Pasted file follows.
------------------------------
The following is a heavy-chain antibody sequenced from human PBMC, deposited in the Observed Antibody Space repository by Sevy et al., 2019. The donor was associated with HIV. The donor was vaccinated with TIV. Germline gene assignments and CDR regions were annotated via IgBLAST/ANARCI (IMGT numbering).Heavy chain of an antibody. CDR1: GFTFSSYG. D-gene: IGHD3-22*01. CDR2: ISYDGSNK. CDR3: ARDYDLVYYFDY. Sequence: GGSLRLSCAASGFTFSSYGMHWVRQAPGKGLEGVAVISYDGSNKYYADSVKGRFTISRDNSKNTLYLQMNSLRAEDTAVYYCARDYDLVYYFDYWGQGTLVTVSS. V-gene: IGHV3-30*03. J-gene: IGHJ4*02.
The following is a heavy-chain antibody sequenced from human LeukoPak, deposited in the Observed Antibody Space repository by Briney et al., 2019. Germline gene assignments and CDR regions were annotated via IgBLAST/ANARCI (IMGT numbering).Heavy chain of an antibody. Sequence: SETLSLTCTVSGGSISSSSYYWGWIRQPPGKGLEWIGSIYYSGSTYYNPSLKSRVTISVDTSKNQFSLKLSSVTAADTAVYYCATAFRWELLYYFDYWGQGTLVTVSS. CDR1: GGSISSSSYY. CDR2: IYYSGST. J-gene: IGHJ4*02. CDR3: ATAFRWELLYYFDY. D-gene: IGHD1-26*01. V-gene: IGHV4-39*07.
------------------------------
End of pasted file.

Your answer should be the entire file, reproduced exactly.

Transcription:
The following is a heavy-chain antibody sequenced from human PBMC, deposited in the Observed Antibody Space repository by Sevy et al., 2019. The donor was associated with HIV. The donor was vaccinated with TIV. Germline gene assignments and CDR regions were annotated via IgBLAST/ANARCI (IMGT numbering).Heavy chain of an antibody. CDR1: GFTFSSYG. D-gene: IGHD3-22*01. CDR2: ISYDGSNK. CDR3: ARDYDLVYYFDY. Sequence: GGSLRLSCAASGFTFSSYGMHWVRQAPGKGLEGVAVISYDGSNKYYADSVKGRFTISRDNSKNTLYLQMNSLRAEDTAVYYCARDYDLVYYFDYWGQGTLVTVSS. V-gene: IGHV3-30*03. J-gene: IGHJ4*02.
The following is a heavy-chain antibody sequenced from human LeukoPak, deposited in the Observed Antibody Space repository by Briney et al., 2019. Germline gene assignments and CDR regions were annotated via IgBLAST/ANARCI (IMGT numbering).Heavy chain of an antibody. Sequence: SETLSLTCTVSGGSISSSSYYWGWIRQPPGKGLEWIGSIYYSGSTYYNPSLKSRVTISVDTSKNQFSLKLSSVTAADTAVYYCATAFRWELLYYFDYWGQGTLVTVSS. CDR1: GGSISSSSYY. CDR2: IYYSGST. J-gene: IGHJ4*02. CDR3: ATAFRWELLYYFDY. D-gene: IGHD1-26*01. V-gene: IGHV4-39*07.